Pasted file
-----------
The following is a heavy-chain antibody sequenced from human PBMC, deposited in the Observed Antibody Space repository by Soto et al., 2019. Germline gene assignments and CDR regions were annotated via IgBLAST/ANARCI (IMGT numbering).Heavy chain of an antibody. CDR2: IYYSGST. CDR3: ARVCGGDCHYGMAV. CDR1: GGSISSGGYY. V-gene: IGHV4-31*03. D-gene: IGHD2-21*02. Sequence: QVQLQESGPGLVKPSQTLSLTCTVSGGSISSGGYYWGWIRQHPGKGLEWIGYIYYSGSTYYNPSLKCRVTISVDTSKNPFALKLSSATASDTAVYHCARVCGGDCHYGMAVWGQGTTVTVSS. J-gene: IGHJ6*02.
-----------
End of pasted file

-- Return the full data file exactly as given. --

The following is a heavy-chain antibody sequenced from human PBMC, deposited in the Observed Antibody Space repository by Soto et al., 2019. Germline gene assignments and CDR regions were annotated via IgBLAST/ANARCI (IMGT numbering).Heavy chain of an antibody. CDR2: IYYSGST. CDR3: ARVCGGDCHYGMAV. CDR1: GGSISSGGYY. V-gene: IGHV4-31*03. D-gene: IGHD2-21*02. Sequence: QVQLQESGPGLVKPSQTLSLTCTVSGGSISSGGYYWGWIRQHPGKGLEWIGYIYYSGSTYYNPSLKCRVTISVDTSKNPFALKLSSATASDTAVYHCARVCGGDCHYGMAVWGQGTTVTVSS. J-gene: IGHJ6*02.